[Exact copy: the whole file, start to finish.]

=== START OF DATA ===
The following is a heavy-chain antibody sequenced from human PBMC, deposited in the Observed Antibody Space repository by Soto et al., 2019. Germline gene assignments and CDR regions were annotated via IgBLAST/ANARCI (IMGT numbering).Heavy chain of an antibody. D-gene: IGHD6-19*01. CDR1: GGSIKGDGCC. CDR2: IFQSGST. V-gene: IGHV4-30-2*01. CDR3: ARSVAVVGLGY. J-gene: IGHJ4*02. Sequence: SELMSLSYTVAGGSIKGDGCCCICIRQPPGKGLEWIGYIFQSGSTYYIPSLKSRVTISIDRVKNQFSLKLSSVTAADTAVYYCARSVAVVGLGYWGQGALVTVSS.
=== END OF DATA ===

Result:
The following is a heavy-chain antibody sequenced from human PBMC, deposited in the Observed Antibody Space repository by Soto et al., 2019. Germline gene assignments and CDR regions were annotated via IgBLAST/ANARCI (IMGT numbering).Heavy chain of an antibody. D-gene: IGHD6-19*01. CDR1: GGSIKGDGCC. CDR2: IFQSGST. V-gene: IGHV4-30-2*01. CDR3: ARSVAVVGLGY. J-gene: IGHJ4*02. Sequence: SELMSLSYTVAGGSIKGDGCCCICIRQPPGKGLEWIGYIFQSGSTYYIPSLKSRVTISIDRVKNQFSLKLSSVTAADTAVYYCARSVAVVGLGYWGQGALVTVSS.